Obesity Theories, Milk Controversy, and More in Food Policy This Week

In Food Policy This Week: 5 News Bites

A roundup of news clippings we're reading that affect the way we eat.


Are these cows A1 or A2? [Photograph: USDA on Flickr]

New Theories Attempt to Explain Why Americans Are Gaining Weight

It's easy to boil America's obesity problem down to fast food and inactivity. But increasingly, researchers are seeking more complicated and nuanced explanations for why Americans have gained an average of 25 pounds in the past 40 years. Salon has a good synopsis of several obesity theories gaining traction recently. One posits that consumption of antibiotics—whether through antibiotic-treated meat or prescribed by a doctor—disrupt our digestive and metabolic systems, leading to weight gain. Another suggests that use of "animal fatteners" in the meat industry could also lead to the fattening of animal eaters. Yet another points out the many endocrine-disrupting pesticides used on our fruits and vegetables. None of these theories will likely hold the key to understanding the rise of obesity entirely, but each provides a new insight into this complex issue.

Study Finds that Native American Children Living Near Casinos Have Lower Obesity Rate

And here's another interesting study related to obesity trends. Native Americans who live on tribal lands are often cited as among the least healthy American demographics. About 50% of kids who grow up on tribal lands are overweight or obese, compared to the national average of roughly 30%. Many of these areas are near casinos, often maligned as epicenters of indulgence and unhealthy behaviors. But a new study shows a correlation between the presence of casinos and a decreased rate of obesity and overweight among Native American kids. It's well known that casinos boost local economies, and this study suggests that casino-related household economic gain may also result in healthier eating and exercise habits. The correlations are loose but meaningful, and supplement existing data that indicates that poverty is a strong indicator and cause of obesity.

Are American Cow Milk Proteins Making You Sick?

Fascinating new research suggests that the unique protein make-up of American milk might have health consequences for some consumers. It turns out that American dairy cows—typically Holsteins—produce milk with A1 protein, which is generally found only in American and some European milks. Across the rest of the world, cows produce milk with A2 protein. These proteins are variations of beta-casein, and on the surface aren't significantly different from one another. But several studies link consumption of A1 protein to health conditions ranging from digestive issues to heart disease to autism. None of these studies is conclusive when taken alone, but together they provide a compelling story. The A1 vs. A2 debate has been ongoing in New Zealand, Australia, and parts of Europe for years, but is just starting to make waves in the U.S. Not all consumers will be susceptible to health impacts from drinking A1 milk, but this research suggests that the American dairy industry might want to take a look at producing some A2 protein milk.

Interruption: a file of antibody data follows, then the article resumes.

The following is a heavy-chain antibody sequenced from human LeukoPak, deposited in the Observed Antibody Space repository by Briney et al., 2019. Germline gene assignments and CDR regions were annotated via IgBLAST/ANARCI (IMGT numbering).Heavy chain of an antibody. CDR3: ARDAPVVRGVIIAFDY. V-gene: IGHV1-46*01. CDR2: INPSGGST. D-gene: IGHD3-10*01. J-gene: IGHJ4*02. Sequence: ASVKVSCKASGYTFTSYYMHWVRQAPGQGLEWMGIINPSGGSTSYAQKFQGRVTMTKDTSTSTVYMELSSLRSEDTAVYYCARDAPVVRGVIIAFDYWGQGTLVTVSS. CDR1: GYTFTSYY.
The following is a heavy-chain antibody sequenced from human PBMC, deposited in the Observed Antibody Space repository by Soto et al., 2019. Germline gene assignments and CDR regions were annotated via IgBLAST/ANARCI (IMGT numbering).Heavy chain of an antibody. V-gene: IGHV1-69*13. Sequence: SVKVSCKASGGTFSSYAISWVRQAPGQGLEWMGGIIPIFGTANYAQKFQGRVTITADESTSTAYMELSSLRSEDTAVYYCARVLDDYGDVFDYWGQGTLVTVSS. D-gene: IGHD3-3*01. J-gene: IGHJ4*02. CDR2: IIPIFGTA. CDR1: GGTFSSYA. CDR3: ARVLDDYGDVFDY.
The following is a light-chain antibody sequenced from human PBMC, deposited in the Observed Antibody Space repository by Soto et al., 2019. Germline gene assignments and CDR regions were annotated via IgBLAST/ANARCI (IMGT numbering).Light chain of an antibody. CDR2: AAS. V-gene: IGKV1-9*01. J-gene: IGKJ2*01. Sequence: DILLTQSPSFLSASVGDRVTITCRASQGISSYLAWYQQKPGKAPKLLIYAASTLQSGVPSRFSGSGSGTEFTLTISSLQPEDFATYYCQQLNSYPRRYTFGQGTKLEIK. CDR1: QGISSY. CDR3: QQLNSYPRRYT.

Politicians Interested in Rolling Back School Food Reform

When the Healthy, Hunger-Free Kids Act was passed in 2010, it stirred up a lot of controversy. The law changed the requirements for school nutrition programs, upping vegetables and lowering sodium, sugar, and starch content in school meals. Since 2010, the specifics of the law have been constantly debated. Now, some politicians are looking to roll back parts of the regulation before schools are expected to meet all guidelines in the 2014-5 school year. Schools that have begun implementing parts of the new requirements report that kids are less interested in school food when sodium and sugar are replaced in part with leafy greens. But proponents of the reform maintain that educating students on the importance of eating healthy is a necessary component of the new regulations. Congress is expecting to hold formal hearings on the regulations in the spring.

About the Author: Leah Douglas loves learning about, talking about, reading about, and consuming food. Her other work can be found at her website, and you can follow her on Twitter @leahjdouglas.